My research focuses on the evolution and diversification of venoms, complex cocktails of toxins injected by specialized delivery systems for the purpose of predation, defense, competition, digestion, and numerous other nuanced ecological functions. Changes in venom composition (and therefore function) can occur over the development of venomous animals, typically in response to changes in their ecological interactions, e.g. dietary shift, different predation pressures. The relationship between venom composition and ecological interactions is not well studied in many venomous lineages, but this work is especially lacking for invertebrates. Furthermore, the mechanistic and evolutionary pathways that result in the emergence of novel toxins or toxin families, including neo- or subfunctionalization of toxin genes, or processes than lend to the specialization of toxins to specific ecological roles are also poorly understood. My research aims to understand how venom composition and function are influenced by ecological interactions, and how these relationships change over evolutionary time.
Specifically, I am interested in the phylum Cnidaria, which includes jellyfish and their relatives. Cnidarians are the earliest diverging venomous animals, yet, relative to other venomous lineages, they are some of the most poorly explored in terms of their venom composition, function, and evolutionary relationships. Cnidarians display an astonishing diversity of developmental and complex life history characteristics, as well as play important ecological roles across all major marine and some freshwater habitats. I argue that cnidarians are a compelling model for understanding how venom structure and function evolve for specialized ecological roles and across complex life histories. Specifically within cnidarians, I am interested in how venoms vary between functionally distinct tissues, such as across colonies that display a division of labor, and across different life stages, including the change from a benthic polyp to a pelagic medusa.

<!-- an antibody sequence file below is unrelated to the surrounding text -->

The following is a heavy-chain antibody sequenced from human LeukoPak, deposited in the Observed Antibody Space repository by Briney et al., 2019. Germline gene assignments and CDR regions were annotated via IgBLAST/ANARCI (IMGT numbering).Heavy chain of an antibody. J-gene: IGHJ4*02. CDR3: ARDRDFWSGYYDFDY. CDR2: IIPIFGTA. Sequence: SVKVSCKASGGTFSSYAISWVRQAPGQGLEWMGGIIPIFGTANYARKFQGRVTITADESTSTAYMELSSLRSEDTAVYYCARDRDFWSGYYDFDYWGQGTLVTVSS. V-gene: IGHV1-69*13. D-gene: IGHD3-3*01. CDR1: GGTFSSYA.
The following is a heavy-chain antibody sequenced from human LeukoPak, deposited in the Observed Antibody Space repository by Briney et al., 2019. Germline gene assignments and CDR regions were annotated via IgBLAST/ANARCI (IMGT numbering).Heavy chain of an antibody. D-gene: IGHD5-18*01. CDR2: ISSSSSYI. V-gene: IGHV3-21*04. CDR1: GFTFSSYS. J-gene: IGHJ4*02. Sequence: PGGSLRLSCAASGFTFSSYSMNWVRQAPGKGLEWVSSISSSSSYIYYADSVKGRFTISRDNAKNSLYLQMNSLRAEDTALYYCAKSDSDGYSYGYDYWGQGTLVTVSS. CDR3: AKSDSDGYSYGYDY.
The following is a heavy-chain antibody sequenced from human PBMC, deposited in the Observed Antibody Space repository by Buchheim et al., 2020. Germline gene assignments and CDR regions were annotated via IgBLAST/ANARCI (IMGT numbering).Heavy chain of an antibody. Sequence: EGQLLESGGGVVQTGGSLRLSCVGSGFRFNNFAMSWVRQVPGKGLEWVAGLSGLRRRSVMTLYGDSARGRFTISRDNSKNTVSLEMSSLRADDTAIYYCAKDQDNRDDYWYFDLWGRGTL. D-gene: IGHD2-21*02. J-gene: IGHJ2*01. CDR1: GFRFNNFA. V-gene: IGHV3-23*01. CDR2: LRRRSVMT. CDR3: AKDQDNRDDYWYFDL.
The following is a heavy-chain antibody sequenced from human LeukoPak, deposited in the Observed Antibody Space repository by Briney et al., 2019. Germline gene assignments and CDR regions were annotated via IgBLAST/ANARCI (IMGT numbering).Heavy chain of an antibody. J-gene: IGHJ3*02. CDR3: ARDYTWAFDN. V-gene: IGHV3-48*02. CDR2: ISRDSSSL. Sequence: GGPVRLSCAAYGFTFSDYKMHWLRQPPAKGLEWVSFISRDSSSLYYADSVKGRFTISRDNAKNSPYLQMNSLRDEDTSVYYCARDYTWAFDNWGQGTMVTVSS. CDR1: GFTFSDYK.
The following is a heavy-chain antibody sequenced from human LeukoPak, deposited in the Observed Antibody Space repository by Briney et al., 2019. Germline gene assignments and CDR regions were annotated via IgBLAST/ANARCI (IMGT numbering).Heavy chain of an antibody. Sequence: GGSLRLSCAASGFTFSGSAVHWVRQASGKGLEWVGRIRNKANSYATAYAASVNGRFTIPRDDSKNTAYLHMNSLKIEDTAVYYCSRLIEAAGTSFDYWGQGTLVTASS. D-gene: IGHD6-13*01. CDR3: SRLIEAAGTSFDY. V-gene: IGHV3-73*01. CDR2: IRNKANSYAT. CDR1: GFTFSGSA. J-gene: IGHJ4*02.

I am a PhD Candidate and Chancellor's Fellow at the University of Kansas, advised by Dr. Paulyn Cartwright. My thesis focuses on the evolutionary patterns of and ecological influences on the venoms of medusozoans, which includes hydrozoans (hydroids and hydromedusae), scyphozoans (true jellyfish), cubozoans (box jellyfish), and staurozoans (stalked jellyfish).
I am using various "omic's" techniques, including genomics and transcriptomics, to understand venom evolution and expression patterns across different tissues and life stages, primarily using the rising model Hydractinia symbiolongicarpus. I also use a variety of molecular biology and microinjection-based techniques to study the localization and in-vivo function of specific venom components, primarily pore-forming toxins. I further am investigating in the relationship between venom composition and specific types of stinging cells, the complex venom-delivering structures found only in cnidarians.